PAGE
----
Apologies to older English teachers, and here’s a caveat … you need to know what the rules are, before you can break them effectively. So to write “I want to utterly trash that malformed opinion” is technically wrong, but everyone can understand it because it’s only a minor transgression from what’s correct and so is easy to grasp. However to write “I think it’s essential to utterly and beyond all serious, sensible doubt trash that malformed opinion” doesn’t work.

See the difference?

Moral of the story?

Writing today – whether for personal, business, “professional” or whatever other requirements, is all about sharing information in the quickest, most effective ways. It’s not about pontificating, patronizing, posturing or any of those turgid old affectations that pervaded literature a few decades ago.

Now, it’s about being you, writing as “you,” and connecting with your business and personal communications in an honest and worthwhile way.

Provided, as always, that you use sufficient discipline in grammar, spelling, punctuation and syntax so that you leave no-one in doubt as to what you really mean.

 

Some help to make sure your writing reflects who you  really are:

“How To Write About Yourself”…how to make the most of yourself, whatever you need to write

“Banana Skin Words and how not to slip on them”…over 1,500 spelling and grammar tips to perfect your written English

photo credit: mezone via photopin cc

Why professionals need to get naked to write simply

 

Strip off your professional persona if you want to write well for the general public…

A very interesting issue often comes up in workshops I give for senior professionals who need to write text for the general public.

These writing workshop participants are experts in their field and they find it hard to “detune” their vocabulary and way of communicating to the level required so that their audience can understand what they’re talking about.

And when they do, they feel as guilty as hell about it, because they think they’re being patronizing. They forget that simple language – as opposed to technical jargon and complex terminology – is what everyone speaks every day .. . including them.

Remember what it’s like to be human?

Something I have been banging on about for years is that the last person who should ever write text, a speech or anything else is an expert – as I ranted about in this HTWB post back in early 2011. If you don’t want to read the whole post, basically I said that experts know too much and assume too much prior knowledge of the subject matter on the part of the audience.

However members of this group I was working with recently – and they’re typical of many such specialized groups in both commercial and public sectors – have to write information for the general public whether they like it or not. They find it difficult. Yet it’s not hard for them – and others like them – to leap over the credibility barrier and communicate with their audiences in ways that work, as long as they see that it’s OK to detune their language.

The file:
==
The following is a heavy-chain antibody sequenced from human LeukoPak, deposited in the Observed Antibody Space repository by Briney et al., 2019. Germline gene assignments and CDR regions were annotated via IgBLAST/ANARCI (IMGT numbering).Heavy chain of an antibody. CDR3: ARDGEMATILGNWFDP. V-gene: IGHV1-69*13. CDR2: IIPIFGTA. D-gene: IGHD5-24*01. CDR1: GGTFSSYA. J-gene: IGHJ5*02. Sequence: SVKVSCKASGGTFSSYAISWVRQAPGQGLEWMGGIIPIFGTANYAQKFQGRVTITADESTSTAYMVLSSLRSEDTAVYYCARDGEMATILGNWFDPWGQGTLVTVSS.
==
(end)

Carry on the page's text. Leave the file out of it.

You have to get naked

That’s right: strip off your uniform, your business suit, and your professional persona. Consumers, recipients of information from the public sector and other “ordinary” people are intimidated by all that and if you so much as utter a term they don’t understand they will click right away from your text.

Especially if you’re someone who is a senior expert in your field, get off your high horse and think – and write – in the sort of fashion your key audience uses. I know it’s hard … I have spent many, many hours over the last umpty-dump years re-wording information  produced by “experts” in a way that mere mortals can understand.

I shouldn’t say this because I might be doing myself out of some business, but hey – why not just detune your text yourself?

It’s not that hard – just talk to your ordinary self

This idea of detuning your text actually shouldn’t be that difficult, provided that a) you accept that you need to do it and b) you can relax and become a member of your target audience while you’re writing.

When I set exercises for my workshop I ask participants to imagine they’re sitting around a table with a cup of tea or coffee, explaining the topic in hand to someone like this (depending on the nature of the intended audience):

  • A close friend
  • A bright 12-year-old
  • Someone you’ve just met
  • Someone who doesn’t speak English very well
  • An elderly aunt or uncle
  • Etc.

Then I get them to write down what they would say in those circumstances.

If you can’t write it, speak it

Quite often, workshop participants start off very well in their written attempts but sentence by sentence creep back into their own jargon and tone of voice.

The answer here, is to forget writing for the moment, and speak the topic through. Record it, transcribe it, and use that as the basis for your writing.

It’s very simple, really. To write effective information for the “general public,” you have to strip off and become a member of the general public again, yourself.

Some help make sure you don’t need to get naked:

“Super Speeches”…how to write and deliver them well

“How To Write About Yourself”…how to make the most of yourself, whatever you need to write

“Business Writing Made Easy”…everything you need to know about writing for business in English